Working Mom Finds Online Programs a Perfect Fit for Busy Lifestyle


Working Mom Finds Online Programs a Perfect Fit for Busy Lifestyle

After earning an associate degree at a local community college, Tanna Rosalez wanted to continue her education. She spent many hours researching schools and programs before deciding on the University of Oklahoma College of Professional and Continuing Studies.

“I knew that I wanted to complete my undergraduate degree,” she said. “I researched many different universities in Oklahoma before choosing PACS. They all seemed like good programs, but something in my heart pulled me toward being a student at the University of Oklahoma, and the PACS program was a perfect fit for my life and schedule.”

Rosalez graduated in 2019 with a Bachelor of Science in Criminal Justice. She loved the flexibility and course framework so much that she decided to stay at PACS for her graduate studies. She plans to graduate with a master’s degree in Human and Health Services Administration in spring 2023.

“I hope that I am being a role model for my children and showing them that if they want something, they can do it. We have made it very clear that whatever they decide to pursue, they must always put in all their efforts and be their very best. I hope that I’m the example that they need to see that you can pursue what you want, and it’s essential to set reasonable goals for yourself no matter your age.”

Online degrees manageable

“I began my Bachelor of Science in Criminal Justice when I was a paralegal,” she said. “I worked for an attorney that practices criminal law, and I thoroughly enjoyed learning about criminal law and working with our clients. My original plan was to apply to law school at OU after receiving my undergraduate degree, but I experienced some life changes that discoursed me from that plan.”

Rosalez, who is raising five children while working full time, said being self-sufficient, along with implementing some time management tips into her schedule, has made getting a degree manageable while taking care of her other responsibilities.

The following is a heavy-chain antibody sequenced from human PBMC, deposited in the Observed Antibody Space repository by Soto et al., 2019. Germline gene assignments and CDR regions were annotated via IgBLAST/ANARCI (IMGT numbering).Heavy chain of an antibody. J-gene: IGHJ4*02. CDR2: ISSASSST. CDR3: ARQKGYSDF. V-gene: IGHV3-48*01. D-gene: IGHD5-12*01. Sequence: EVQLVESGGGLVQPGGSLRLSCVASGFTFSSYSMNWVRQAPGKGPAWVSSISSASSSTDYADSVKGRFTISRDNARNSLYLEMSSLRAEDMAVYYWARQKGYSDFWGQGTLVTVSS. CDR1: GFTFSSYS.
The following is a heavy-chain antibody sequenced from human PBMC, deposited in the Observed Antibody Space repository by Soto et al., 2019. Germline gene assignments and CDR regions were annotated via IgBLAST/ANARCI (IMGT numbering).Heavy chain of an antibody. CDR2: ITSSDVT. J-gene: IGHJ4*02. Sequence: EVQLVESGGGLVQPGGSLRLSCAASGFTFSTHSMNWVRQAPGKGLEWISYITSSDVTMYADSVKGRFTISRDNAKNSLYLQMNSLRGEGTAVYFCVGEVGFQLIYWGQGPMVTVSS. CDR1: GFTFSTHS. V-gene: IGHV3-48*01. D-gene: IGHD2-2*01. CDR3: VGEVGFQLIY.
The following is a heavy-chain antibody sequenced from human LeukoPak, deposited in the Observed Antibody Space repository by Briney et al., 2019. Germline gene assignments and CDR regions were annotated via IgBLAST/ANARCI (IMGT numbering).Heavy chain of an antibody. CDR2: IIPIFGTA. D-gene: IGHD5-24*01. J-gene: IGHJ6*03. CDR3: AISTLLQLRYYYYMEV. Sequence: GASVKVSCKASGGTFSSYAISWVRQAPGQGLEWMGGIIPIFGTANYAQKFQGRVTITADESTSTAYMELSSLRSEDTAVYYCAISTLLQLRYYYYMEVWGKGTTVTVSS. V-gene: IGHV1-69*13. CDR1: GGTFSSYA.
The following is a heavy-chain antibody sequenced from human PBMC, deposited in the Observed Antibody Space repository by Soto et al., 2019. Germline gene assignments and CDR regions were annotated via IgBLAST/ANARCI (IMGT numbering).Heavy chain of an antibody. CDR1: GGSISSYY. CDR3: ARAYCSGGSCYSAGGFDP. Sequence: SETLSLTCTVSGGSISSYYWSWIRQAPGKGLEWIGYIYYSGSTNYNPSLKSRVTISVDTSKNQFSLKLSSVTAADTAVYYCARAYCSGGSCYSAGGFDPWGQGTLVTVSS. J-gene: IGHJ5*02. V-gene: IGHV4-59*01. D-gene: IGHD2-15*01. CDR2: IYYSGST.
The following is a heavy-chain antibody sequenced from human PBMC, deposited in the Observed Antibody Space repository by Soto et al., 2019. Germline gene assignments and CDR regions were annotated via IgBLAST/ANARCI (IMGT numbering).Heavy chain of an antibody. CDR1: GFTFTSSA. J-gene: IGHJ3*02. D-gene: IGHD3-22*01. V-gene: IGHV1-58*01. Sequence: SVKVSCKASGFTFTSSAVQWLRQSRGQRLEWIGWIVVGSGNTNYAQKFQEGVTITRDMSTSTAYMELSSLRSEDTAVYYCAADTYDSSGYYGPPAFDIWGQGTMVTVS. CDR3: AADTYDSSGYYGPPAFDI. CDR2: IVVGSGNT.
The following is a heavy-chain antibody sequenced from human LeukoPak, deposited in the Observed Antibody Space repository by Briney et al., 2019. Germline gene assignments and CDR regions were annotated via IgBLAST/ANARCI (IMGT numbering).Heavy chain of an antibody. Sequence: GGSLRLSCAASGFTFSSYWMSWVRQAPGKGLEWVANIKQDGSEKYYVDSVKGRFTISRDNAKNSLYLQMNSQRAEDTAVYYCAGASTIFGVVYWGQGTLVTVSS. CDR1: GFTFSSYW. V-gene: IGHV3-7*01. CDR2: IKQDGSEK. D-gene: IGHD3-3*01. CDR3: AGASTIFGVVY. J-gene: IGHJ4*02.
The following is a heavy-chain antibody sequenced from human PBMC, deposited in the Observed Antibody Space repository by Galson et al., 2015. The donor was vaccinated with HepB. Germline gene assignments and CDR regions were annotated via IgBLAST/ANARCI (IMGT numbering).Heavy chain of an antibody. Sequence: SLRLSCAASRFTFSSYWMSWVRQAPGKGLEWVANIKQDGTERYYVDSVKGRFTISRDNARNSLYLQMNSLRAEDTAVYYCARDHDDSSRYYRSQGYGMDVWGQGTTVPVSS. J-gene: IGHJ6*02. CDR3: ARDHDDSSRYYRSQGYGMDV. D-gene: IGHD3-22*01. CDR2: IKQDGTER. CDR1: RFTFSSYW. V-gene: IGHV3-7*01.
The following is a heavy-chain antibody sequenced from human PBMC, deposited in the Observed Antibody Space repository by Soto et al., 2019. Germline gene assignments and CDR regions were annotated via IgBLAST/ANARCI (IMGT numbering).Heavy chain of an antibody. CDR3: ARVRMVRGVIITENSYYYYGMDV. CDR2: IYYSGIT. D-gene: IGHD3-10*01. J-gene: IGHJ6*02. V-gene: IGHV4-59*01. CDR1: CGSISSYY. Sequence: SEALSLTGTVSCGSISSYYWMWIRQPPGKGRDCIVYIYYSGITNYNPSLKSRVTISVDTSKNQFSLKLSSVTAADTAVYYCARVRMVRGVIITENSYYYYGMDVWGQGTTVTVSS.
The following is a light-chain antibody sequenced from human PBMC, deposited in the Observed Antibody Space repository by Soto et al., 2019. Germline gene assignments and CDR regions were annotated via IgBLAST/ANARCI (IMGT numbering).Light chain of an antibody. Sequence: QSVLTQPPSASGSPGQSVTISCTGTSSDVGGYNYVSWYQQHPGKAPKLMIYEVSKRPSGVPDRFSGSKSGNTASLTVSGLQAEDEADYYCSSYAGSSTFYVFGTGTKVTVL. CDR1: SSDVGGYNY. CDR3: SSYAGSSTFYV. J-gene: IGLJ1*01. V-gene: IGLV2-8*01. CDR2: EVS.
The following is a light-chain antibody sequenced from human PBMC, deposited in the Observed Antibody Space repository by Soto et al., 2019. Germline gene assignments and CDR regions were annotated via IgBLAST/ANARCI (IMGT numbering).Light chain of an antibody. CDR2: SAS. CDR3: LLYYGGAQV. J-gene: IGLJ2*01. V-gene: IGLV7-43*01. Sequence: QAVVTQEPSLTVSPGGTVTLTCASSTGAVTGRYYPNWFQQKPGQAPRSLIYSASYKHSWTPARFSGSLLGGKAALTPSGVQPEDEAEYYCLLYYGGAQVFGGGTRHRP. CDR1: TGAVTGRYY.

“I set time aside each week to engage in my coursework and ensure I keep up with my reading. Because I’m a wife, mother and full-time employee, weekends are my best friend for completing assignments. But honestly, if you set out a little time each day, the required classwork is maintainable,” she said. “There were only a few times that I had to reach out to an instructor when something wasn’t clear, and my instructors’ response time has always been timely.”

She said the online format sets reasonable expectations for deadlines and includes all the material students need to be successful, and the instructors are dedicated to helping students succeed. She said she took a few in-person classes while she was attending community college and prefers the online format offered by PACS.

“I haven’t had one instructor who did not engage with the class,” she said. “The instructors participate through announcements, individual and group emails, discussion posts and course material feedback. They touch all of our discussion points and concerns individually, which I think could be harder to do in a traditional, in-person class. I can tell the online professors are very dedicated to their students and the program’s success.”

Instructors go above and beyond

Rosalez said while all of her instructors were wonderful, two went above and beyond to help her successfully get through their courses ─ Chuck Gerhart and Bryan Dupler.

“Professor Gerhart was my instructor for my study-in-depth prospectus, and he was terrific. The one-on-one attention he provided, answering all my questions and even doing a video call at the beginning of the course were all the resources I needed to complete the course successfully,” she said. “Completing a SID can become discouraging and stressful, but he always spoke words of encouragement and kept me going until the finish line. I will always be grateful to have had him as my SID instructor.”